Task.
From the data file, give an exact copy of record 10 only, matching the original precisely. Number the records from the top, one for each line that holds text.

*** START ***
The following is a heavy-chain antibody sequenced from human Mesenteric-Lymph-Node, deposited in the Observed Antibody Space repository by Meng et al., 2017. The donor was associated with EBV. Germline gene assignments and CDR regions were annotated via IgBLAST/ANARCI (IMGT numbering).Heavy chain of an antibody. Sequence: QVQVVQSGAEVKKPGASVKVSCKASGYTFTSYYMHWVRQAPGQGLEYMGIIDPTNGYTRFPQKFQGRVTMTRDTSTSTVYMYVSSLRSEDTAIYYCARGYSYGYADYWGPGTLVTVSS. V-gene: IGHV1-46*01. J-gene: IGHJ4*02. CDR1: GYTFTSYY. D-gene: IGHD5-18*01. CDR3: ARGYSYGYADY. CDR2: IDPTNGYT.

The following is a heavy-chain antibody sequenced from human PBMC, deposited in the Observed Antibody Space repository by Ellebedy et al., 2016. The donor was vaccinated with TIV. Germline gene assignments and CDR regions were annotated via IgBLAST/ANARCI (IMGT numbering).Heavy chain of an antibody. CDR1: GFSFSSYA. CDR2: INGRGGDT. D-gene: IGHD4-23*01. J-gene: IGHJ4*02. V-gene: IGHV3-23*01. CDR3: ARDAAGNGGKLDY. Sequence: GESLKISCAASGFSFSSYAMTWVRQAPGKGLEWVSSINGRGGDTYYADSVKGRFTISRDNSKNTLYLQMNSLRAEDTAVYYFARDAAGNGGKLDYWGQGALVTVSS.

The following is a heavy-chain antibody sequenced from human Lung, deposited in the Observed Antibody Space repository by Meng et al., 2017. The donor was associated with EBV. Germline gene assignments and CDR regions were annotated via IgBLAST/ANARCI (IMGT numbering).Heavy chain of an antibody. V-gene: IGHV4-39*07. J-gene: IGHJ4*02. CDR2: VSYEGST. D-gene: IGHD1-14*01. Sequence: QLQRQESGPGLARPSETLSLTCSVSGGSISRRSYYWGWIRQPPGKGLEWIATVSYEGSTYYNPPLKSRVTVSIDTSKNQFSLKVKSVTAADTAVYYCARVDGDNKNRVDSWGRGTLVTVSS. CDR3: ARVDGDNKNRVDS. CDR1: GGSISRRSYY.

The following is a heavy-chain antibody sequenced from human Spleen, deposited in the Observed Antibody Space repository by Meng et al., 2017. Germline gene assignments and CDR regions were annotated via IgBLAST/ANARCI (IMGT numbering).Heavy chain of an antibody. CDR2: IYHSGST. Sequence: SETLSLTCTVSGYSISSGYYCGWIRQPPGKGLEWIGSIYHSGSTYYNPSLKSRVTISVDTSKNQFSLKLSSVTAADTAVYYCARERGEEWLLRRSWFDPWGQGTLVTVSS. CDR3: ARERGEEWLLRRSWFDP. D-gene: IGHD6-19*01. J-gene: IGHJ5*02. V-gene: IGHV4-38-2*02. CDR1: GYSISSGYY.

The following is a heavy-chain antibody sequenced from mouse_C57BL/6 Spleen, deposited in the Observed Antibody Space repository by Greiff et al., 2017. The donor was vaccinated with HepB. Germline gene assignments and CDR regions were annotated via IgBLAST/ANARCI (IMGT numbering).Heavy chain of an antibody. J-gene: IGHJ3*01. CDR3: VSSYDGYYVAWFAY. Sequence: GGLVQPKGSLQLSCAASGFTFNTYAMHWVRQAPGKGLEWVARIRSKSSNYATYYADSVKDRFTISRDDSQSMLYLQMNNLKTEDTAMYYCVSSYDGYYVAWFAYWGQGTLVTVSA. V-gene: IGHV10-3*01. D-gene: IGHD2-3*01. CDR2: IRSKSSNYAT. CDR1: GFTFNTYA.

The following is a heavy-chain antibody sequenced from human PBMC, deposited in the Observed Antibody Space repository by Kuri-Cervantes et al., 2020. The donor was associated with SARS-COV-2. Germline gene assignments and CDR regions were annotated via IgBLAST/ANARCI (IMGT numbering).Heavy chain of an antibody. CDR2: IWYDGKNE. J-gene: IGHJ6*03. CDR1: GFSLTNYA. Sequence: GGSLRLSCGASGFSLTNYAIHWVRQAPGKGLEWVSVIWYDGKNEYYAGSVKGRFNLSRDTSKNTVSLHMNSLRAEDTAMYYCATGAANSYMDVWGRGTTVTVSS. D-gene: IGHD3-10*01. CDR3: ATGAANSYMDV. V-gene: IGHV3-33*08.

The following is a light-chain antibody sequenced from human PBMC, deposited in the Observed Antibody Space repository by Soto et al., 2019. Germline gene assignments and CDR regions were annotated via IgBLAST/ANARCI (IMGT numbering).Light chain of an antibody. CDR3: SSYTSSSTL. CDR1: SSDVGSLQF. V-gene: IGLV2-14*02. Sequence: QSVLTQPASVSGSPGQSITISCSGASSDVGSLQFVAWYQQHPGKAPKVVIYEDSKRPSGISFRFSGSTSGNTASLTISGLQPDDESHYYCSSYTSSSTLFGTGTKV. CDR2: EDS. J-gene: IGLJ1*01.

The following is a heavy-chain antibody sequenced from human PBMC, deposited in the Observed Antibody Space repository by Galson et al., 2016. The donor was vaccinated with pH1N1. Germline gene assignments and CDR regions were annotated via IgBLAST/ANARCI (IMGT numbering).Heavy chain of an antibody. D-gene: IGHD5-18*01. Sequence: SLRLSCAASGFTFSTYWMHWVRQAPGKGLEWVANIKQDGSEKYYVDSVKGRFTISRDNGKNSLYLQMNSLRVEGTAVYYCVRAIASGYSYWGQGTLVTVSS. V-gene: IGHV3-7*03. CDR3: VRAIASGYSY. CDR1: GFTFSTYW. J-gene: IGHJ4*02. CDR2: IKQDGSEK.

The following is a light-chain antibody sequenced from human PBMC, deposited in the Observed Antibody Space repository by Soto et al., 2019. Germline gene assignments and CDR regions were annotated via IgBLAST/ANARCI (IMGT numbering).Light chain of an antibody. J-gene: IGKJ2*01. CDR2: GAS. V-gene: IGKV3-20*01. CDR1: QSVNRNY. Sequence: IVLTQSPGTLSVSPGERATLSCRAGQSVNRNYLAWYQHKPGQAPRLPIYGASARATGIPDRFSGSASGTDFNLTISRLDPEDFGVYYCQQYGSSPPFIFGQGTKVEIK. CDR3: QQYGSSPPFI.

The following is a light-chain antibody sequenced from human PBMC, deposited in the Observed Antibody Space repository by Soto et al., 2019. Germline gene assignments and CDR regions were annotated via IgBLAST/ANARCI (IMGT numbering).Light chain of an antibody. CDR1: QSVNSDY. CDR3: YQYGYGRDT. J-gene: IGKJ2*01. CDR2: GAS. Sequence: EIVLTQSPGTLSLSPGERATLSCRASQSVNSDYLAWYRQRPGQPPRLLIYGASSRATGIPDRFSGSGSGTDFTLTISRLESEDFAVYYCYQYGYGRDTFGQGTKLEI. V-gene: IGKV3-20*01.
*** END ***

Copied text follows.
The following is a light-chain antibody sequenced from human PBMC, deposited in the Observed Antibody Space repository by Soto et al., 2019. Germline gene assignments and CDR regions were annotated via IgBLAST/ANARCI (IMGT numbering).Light chain of an antibody. CDR1: QSVNSDY. CDR3: YQYGYGRDT. J-gene: IGKJ2*01. CDR2: GAS. Sequence: EIVLTQSPGTLSLSPGERATLSCRASQSVNSDYLAWYRQRPGQPPRLLIYGASSRATGIPDRFSGSGSGTDFTLTISRLESEDFAVYYCYQYGYGRDTFGQGTKLEI. V-gene: IGKV3-20*01.